On a day before Prime Minister Narendra Modi's BJP emerged as the single-largest party in Karnataka Assembly elections, the Indian prime minister was dubbed by a foreign media in a piece as a leader who could make an impact.
UK-based Financial Times came up with a balanced piece on Monday, May 15, titled 'How India's Narendra Modi will shape the world" which said though strongman leadership was setting up a pattern across the world and people like Xi Jinping (China), Vladimir Putin (Russia), Donald Trump (US), Recep Tayyip Erdogan (Turkey) and Rodrigo Duterte (the Philippines) were making it evident, whether India's Modi also featured in that list "matters a lot".
The FT piece penned by Gideon Rachman said as the leader of the third-largest economy and also soon-to-become most populous country in the world, Modi's "position on the autocracy-democracy spectrum is ambiguous". It said the Indian PM's style is not "thuggish" as that of Putin or Erdogan and neither as "wild" as Trump and Duterte and that he is also "subject to far more checks and balances" compared to Jinping.
Yet, Rachman said from the talks he had during his visit to India last week, he felt there was a similarity with the experience he had in countries like the US, China and Turkey.
"There was the same anxiety among liberals about threats to press freedom and the independence of the courts. And there were familiar concerns that their country's leader is deliberately polarising society to fire up his political base," he wrote.
He said a comparison with Trump could be "most suggestive" for Modi as both have rose to power by campaigning in favour of a "silent majority", against "corrupt elites" and "allegedly pampered minorities". They are also said to be associated with a political discourse which is becoming increasingly extremist; "used identity politics to rally support" and saw Muslims as the "out group" who they can campaign against.
The FT article said this ploy is akin to "playing with fire in India" for the country has 180 million Muslims - the largest minority in any country of the world. It also pointed out the fact that not a single Muslim among 282 BJP members who were elected to the parliament in 2014 is a Muslim and every now and then, a fresh controversy comes up stirring up communal tensions.
It also mentioned about the recent event in Kathua in Jammu and Kashmir where an eight-year-old Muslim girl called Asifa was gang-raped and murdered.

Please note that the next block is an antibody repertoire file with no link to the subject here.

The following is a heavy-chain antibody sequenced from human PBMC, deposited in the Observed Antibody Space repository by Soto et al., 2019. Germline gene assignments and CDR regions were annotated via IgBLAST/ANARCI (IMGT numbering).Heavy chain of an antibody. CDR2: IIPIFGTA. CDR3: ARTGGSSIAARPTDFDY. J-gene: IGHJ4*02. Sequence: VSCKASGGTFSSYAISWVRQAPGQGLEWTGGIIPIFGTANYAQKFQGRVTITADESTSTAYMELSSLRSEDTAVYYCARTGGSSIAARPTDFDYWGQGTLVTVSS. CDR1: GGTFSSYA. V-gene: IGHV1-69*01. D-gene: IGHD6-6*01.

"Some local BJP leaders took part in marches and rallies in support of the accused killers, who were Hindus. Yet Mr Modi was slow to speak out. The case prompted 49 senior retired civil servants to write an open letter to the prime minister, accusing him of fomenting a "frightening climate of hate, fear and viciousness in India", adding that in "post-independence India, this is our darkest hour"," said the piece.
Modi's supporters are of the opinion that some horror stories will occur in a country with more than a million inhabitants.
"However, the fears of nationwide violence that accompanied Mr Modi's ascent to office in 2014 have not been borne out. Indeed, India saw much worse examples of inter-communal violence in the pre-Modi era, such as the anti-Sikh riots and killings in 1984," the FT article said.
Modi's friends believe that the PM's real agenda is development and economics and not those that are cultural. His allies in the business community were impressed by his reputation as an economic reformer as the chief minister of Gujarat who meant business.
The article further said Modi's performance nationally was a mixed bag. While the demonetisation drive of 2016 did not deliver as per expectations, other reforms like the good and services tax were likely to help India's long-term economic prospects.
"The GST is over-complicated. Even so, it has helped to break down barriers to trade between India's states, and widened the country's tax base," it said.
"A combination of strong economic growth, Mr Modi's personal popularity and relative social peace have helped to burnish the prime minister's reputation, turning him from a near pariah, who was once banned from entering the US for allegedly supporting communal violence in Gujarat, into a respected international figure," Rachman further added.
The piece concluded by saying that if Modi wins his second mandate in 2019, it would cement his position as one of the leading political leaders internationally but at the same time, would not end the worry that comes about his "political project".